But today this cemetery is famous, and a mandatory stop on all tours, because Evita Peron is buried there. Our guide told us that before the musical Evita! came out (and it has never been performed in Argentina), none of the tourists were interested in Evita & most had never heard of her. But now, she says, she would be killed by the tourists if she skipped this spot. Evita was an illegitimate child in a poor family but her mother claimed (I don’t know if its true) that a wealthy aristocrat named Duarte was actually her father. When Evita died of cancer in 1952 she was buried in the Duarte family mausoleum in Recoleta, over their objections (since they didn’t recognize her as part of their family) because her husband was President (and she was really the power behind the throne because of her extraordinary popularity). But when Juan Peron died in the 1990’s, no longer holding that power, he was buried elsewhere (for a while outside the country) because the aristocrats wouldn’t have him in their cemetery. At least this is the story we were told. Anyway, here is the Duarte mausoleum (it’s one of the less conspicuous ones, on a small side street in the cemetery) with one of several plaques outside honoring Evita. We were told that there are fresh flowers placed on the door every day.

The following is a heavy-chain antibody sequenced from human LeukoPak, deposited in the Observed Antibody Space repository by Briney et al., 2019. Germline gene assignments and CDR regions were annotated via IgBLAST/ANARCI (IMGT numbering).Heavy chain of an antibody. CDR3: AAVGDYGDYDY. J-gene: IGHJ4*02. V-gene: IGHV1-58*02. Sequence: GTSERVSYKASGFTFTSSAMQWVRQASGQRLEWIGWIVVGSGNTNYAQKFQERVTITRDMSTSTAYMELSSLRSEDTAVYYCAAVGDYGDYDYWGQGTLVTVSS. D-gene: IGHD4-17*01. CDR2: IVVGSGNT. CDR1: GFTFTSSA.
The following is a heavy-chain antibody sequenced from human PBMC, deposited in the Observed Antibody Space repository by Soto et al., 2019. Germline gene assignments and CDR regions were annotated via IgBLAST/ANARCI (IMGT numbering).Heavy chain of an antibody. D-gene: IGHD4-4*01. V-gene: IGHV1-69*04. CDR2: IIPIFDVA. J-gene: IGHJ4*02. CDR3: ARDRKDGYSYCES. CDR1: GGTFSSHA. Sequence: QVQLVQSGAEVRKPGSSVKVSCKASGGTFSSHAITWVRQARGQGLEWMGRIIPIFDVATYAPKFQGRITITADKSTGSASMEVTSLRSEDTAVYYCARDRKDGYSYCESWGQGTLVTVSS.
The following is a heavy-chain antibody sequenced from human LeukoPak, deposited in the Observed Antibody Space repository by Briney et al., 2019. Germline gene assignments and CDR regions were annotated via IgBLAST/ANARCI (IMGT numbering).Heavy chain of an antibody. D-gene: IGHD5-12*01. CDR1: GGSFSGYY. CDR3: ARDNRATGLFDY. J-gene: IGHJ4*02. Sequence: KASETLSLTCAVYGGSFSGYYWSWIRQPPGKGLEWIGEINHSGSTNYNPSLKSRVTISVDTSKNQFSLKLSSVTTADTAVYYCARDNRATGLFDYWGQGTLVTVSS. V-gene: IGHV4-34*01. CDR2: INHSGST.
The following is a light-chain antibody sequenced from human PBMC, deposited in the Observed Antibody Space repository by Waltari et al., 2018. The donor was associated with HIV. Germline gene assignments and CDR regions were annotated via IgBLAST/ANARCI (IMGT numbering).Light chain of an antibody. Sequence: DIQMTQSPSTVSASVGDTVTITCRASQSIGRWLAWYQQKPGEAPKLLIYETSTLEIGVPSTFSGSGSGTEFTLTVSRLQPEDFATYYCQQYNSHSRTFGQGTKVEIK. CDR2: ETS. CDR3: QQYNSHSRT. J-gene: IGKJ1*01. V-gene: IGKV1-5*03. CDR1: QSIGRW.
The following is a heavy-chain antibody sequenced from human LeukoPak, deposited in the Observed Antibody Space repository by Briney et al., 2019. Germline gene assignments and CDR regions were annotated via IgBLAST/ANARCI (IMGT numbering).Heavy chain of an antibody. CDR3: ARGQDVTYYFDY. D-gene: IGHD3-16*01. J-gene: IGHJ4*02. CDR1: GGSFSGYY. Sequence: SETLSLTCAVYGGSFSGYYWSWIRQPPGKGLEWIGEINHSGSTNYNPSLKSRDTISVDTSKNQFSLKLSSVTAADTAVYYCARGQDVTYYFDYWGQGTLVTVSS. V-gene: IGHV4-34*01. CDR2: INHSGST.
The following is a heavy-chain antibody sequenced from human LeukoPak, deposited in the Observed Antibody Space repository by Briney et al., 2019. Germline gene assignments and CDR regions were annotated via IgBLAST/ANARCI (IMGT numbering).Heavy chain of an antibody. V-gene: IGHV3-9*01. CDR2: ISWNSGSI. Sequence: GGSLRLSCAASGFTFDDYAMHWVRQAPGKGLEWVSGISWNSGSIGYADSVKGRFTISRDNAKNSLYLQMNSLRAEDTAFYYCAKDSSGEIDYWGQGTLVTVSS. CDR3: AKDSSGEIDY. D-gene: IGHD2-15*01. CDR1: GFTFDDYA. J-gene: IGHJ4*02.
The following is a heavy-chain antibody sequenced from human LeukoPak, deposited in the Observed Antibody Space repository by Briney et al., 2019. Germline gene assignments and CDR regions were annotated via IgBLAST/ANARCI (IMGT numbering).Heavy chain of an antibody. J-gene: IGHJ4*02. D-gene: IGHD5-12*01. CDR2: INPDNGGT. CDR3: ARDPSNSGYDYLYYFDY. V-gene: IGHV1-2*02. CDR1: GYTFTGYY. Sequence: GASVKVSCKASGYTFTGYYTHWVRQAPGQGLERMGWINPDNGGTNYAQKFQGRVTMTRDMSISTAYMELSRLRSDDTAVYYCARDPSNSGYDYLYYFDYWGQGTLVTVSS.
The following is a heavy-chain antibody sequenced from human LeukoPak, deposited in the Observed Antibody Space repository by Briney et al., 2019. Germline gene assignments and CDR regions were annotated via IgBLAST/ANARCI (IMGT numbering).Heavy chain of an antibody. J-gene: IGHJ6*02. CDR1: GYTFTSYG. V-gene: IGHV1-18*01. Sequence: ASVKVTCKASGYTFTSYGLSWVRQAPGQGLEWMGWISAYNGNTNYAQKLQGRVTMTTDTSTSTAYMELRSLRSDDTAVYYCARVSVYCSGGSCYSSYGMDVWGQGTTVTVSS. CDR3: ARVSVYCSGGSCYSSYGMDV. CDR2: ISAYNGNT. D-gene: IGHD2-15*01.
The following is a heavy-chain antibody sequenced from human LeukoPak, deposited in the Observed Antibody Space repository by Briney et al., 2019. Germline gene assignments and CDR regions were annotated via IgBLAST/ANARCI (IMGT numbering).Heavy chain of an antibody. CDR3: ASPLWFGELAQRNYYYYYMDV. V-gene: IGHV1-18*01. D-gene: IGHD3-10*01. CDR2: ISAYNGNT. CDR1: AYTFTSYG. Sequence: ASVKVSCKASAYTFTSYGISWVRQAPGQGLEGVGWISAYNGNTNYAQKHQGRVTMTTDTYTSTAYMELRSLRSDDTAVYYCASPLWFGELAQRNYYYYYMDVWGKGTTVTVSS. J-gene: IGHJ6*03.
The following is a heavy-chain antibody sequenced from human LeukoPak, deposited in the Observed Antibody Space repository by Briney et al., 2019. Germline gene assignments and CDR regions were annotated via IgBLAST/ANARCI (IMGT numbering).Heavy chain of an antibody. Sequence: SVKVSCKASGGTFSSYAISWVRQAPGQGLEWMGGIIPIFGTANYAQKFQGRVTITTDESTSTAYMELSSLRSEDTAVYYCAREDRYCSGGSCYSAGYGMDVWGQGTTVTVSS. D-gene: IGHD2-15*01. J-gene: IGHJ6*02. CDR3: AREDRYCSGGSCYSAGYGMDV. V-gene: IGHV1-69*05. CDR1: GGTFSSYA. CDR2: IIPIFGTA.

There is also a statue of Evita in the Recolleta district, erected (we think) in 2002 on the 50th anniversary of her death.
La Boca is the Italian neighborhood of Buenos Aires. It was also the location of the original port (the new one is much bigger). It has a mixture of bohemian, poor and tourist ambiance, but I think the last one probably predominates. But it is colorful and enjoyable and some of its features look like they would be at home in Disney World.
Buenos Aires is, of course, famous for the Tango. There are tango shows all over town & people even dance it on street corners in La Boca (although we missed one that was going on near where we were). It is an interesting & a sexy dance, but the cult is really a bit overblown. Still, here are a few tango paintings that were for sale in La Boca that I thought were interesting.
That night there was an Argentine folk dancing show on the ship. We thought it was quite good (except for the lame narrator, who kept injecting himself into the middle of the music). Notable was a tango (of course), performed by a couple who we were told were the tango champions of Argentina 5 years in a row. The pictures aren’t very good, since the light was low & they were moving fairly fast, but you get the idea.